If we see that work we do as a way to love others, it changes our motivation for working. It also changes our concerns about the location of our work. Love and labor happens at home and in the marketplace.
We also have to recognize the New Testament's teaching on being good stewards of all that we have received. When we realize that we are not in charge of what we have received, but rather we are to give an account for how we invested it, it changes how we think about the timeline of our lives and helps us not to compare ourselves one to another.
CP: Most women try to balance their work, home, spiritual life and friendships. What encouragement can you offer?
McCulley: I think both the church and the larger culture have failed women by largely ignoring the second half of women's lives. We have an intense focus about the first half of a woman's life and how she should be living it. If we would help women think through the entire arc of their lives, we would see that some opportunities can simmer until there is a better time to invest them. As we seek the Lord for His leading on the priorities in front of us, we will know when to go forward in faith.
The Bible clearly makes marriage and motherhood a very high priority, but it is not an exclusive priority. Married mothers also need to invest in the things that go on into eternity, the brothers and sisters in Christ who need their care, the people who need to hear the good news of the gospel from them, the neighbors who need personal ministry, the younger women who need their counsel, the hurt and abused of this world who need their faithful intervention.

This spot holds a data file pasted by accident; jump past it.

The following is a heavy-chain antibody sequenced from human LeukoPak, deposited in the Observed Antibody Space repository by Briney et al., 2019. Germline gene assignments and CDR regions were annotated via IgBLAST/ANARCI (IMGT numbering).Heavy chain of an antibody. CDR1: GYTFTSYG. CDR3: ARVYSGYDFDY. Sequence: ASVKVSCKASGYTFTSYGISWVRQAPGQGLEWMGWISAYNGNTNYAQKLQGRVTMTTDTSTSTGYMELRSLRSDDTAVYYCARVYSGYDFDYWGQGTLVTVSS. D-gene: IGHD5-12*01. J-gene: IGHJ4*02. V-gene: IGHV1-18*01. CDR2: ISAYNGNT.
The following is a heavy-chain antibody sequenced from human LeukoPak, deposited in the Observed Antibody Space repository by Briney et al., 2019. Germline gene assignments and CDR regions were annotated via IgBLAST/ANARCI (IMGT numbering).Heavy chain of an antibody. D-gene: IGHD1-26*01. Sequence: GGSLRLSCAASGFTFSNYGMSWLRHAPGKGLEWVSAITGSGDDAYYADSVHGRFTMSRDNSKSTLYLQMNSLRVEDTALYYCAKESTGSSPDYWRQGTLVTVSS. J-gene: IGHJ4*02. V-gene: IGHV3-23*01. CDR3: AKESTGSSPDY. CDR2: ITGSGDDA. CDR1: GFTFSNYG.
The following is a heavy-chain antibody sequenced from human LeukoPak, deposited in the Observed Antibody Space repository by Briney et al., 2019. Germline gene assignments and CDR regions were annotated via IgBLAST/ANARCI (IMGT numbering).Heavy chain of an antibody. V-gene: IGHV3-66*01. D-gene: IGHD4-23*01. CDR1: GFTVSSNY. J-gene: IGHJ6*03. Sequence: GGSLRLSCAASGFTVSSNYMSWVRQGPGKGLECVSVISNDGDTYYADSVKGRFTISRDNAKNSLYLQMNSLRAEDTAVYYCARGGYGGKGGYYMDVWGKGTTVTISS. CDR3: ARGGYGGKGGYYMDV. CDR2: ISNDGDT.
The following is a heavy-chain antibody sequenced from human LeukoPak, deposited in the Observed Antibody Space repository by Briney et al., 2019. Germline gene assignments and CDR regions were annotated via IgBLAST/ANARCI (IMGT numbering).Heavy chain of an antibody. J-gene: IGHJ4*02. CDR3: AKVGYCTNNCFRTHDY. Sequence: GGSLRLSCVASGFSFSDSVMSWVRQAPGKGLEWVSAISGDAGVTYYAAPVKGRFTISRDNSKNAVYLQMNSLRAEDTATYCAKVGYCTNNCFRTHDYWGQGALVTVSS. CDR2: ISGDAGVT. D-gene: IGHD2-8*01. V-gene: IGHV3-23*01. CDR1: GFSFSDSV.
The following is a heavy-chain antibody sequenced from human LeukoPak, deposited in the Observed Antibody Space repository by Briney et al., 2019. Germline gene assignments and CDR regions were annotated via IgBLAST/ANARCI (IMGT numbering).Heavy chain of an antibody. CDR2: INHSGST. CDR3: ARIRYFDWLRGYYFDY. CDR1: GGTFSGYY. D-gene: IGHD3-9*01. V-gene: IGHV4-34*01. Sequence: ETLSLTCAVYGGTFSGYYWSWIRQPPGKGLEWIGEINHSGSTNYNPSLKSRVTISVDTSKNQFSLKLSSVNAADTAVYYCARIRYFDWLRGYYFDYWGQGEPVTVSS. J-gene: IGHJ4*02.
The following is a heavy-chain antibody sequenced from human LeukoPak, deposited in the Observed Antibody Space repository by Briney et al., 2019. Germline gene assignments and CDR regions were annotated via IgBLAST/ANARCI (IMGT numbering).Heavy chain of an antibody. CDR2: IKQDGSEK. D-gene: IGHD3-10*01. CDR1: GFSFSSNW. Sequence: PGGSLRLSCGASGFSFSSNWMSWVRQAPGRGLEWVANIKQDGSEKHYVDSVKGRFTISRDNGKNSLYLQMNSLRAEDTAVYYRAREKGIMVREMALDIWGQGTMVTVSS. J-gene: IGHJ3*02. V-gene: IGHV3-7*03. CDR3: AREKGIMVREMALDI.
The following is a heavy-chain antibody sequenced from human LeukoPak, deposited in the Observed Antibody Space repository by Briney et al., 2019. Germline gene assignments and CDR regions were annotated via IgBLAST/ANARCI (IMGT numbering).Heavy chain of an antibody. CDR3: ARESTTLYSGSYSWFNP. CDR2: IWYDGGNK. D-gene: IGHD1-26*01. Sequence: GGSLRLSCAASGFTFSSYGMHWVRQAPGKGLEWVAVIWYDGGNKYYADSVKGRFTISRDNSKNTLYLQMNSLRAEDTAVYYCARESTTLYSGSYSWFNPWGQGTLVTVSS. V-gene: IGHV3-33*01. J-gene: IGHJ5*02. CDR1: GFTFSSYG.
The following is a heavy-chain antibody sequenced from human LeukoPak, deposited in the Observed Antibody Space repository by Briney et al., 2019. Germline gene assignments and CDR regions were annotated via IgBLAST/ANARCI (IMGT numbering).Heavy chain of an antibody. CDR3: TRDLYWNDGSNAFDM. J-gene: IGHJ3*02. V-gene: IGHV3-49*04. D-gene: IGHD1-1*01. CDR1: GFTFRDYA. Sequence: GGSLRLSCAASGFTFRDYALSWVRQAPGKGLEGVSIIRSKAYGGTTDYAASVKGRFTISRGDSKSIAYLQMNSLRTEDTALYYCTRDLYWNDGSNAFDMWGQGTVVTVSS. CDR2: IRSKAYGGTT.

CP: Many women have been told to aim to be a Proverbs 31 woman, something you say is impossible. How come?
McCulley: The Proverbs 31 woman is not a real woman. She concludes Proverbs, the Old Testament book of wisdom. She is a model of fruitful productivity over the entire arc of a woman's life. So once again, we have to note the timelines of a woman's life. This example is not a snapshot of a day in the life of someone, but the cumulative impact of a woman's productivity over the course of her life. Her example shows us that the Bible values women's work, our financial savvy, our business acumen, and our management of others because it serves others and brings praise and honor to God. We should emulate her example, but remember that it's a long-term goal and one that is enabled by the grace of God.
CP: For many, ambition can be a negative word, but you think otherwise.
McCulley: We all want something. That's the drive behind ambition. The truth is that we were actually created to be this way. God made us to be people who have desires. Jesus knows we have desires, this is why He came to earth. Sin corrupted our drive and desires. Jesus came to redeem that brokenness and to give us renewed desires. He doesn't tell us to quit being ambitious. He just tells us to quit amassing useless junk like those poor souls featured on a hoarders program. Go for the gold, Jesus says, the real gold.